This COMELEC effectively awarded the election automation contract to a foreign company which has no experience in an election exercise of this magnitude, that uses paper-based ballots. This inexperience, many IT practitioners believe, could have been one of the reasons for the major problems the project encountered during the election process. But thanks to our COMELEC, this foreign company was given its first experience in this kind of system – experience that it can now use to market the same services in other countries, like Indonesia. (Perhaps, as a friendly neighbor and co-member in the ASEAN, we should warn Indonesia about the many problems that were encountered in our May elections.)
And by the way, yet another reason why the COMELEC should not even entertain thoughts of purchasing the PCOS (Precinct Count Optical Scan) machines that were used during the May, 2010 elections is that the Philippines would forever be hostage to the foreign company which owns the Intellectual Property Rights to the software that runs each and every unit.
This article appears in the Opinion pages of the September 21, 2010 issue of BusinessWorld.
The COMELEC has declared that the May 10, 2010 automated elections using PCOS was successful, although it did admit that the process could stand some improvement. A recent SWS survey showed that some 70% of Filipinos were happy about the way automation of the last elections was implemented. That, of course, is the public’s perception and not a technical opinion. In fact, most IT professionals, with the exception of the COMELEC’s Advisory Council and Smartmatic’s technical staff, are of a contrary opinion.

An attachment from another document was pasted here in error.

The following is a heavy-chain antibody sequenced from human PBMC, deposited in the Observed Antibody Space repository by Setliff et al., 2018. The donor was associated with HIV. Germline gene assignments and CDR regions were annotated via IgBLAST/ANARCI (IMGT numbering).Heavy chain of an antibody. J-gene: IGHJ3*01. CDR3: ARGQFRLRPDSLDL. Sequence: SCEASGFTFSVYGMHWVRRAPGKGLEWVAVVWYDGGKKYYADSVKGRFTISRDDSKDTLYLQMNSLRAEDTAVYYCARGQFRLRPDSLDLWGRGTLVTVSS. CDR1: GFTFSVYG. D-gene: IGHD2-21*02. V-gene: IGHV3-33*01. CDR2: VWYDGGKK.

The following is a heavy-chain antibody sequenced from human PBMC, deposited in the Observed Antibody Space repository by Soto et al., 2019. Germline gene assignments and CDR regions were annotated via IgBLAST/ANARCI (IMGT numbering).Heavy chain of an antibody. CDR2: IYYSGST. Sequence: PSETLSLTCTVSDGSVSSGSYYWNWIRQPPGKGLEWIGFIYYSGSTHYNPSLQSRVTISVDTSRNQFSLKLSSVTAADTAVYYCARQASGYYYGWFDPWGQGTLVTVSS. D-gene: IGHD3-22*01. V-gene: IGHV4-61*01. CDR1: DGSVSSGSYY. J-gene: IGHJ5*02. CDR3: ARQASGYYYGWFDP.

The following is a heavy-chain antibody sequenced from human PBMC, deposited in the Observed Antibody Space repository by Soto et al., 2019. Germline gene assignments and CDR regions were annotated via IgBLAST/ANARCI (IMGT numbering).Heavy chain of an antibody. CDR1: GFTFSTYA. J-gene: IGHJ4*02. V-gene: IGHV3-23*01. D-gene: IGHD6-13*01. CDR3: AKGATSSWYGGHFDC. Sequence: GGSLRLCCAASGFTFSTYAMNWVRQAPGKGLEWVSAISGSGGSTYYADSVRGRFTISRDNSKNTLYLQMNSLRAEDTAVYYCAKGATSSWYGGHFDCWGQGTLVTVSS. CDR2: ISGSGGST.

So, without going into technical details, let us analyze whether the 2010 automated elections was truly successful, as COMELEC claims; or not, as IT professionals maintain? Let’s consider just two issues: speed and accuracy.
On speed. President Noynoy Aquino was proclaimed on June 9, 2010, or 30 days from the May 10, 2010 elections. Not bad. But wait; former President Joseph Estrada was proclaimed on May 30, 1998, or only 19 days after the May 11, 1998 elections! Much, much better. And the country did not have to waste P11.3 billion to automate that electoral exercise.
In both instances, there were no big disputes regarding the outcome of the presidential election. In both instances, the voting public readily accepted the results. What was common to these two electoral fights? They were both landslide victories. This factor then appears to be the key to quick acceptable results. Just look at the close contest in this year’s vice-presidential race. A formal protest has even been filed.
But the P11.3 billion was not the only expense that we could have saved ourselves from. The country also did not have to suffer many months of anxiety over the strong possibility of failed elections – anxiety that started the moment COMELEC awarded the automation contract to Smartmatic-TIM. Consider the following occurrences: TIM attempting to divorce itself from the joint venture agreement with Smartmatic; wires catching fire during the first public system testing; failure of the communication system during the dry runs conducted by Smartmatic; delay in the delivery of the machines, caused to a certain extent by the transfer of manufacturing from Taiwan to Shanghai; delay in the order and delivery of ballot boxes; delay in the printing of ballots; discovery of errors in the CF cards one week before election day (extremely unforgivable!). If one would write a post-evaluation report on the project, a most appropriate title would be “How not to implement a project”.
Surely, we don’t want to experience this kind of anxiety on such an important political exercise as elections, ever again.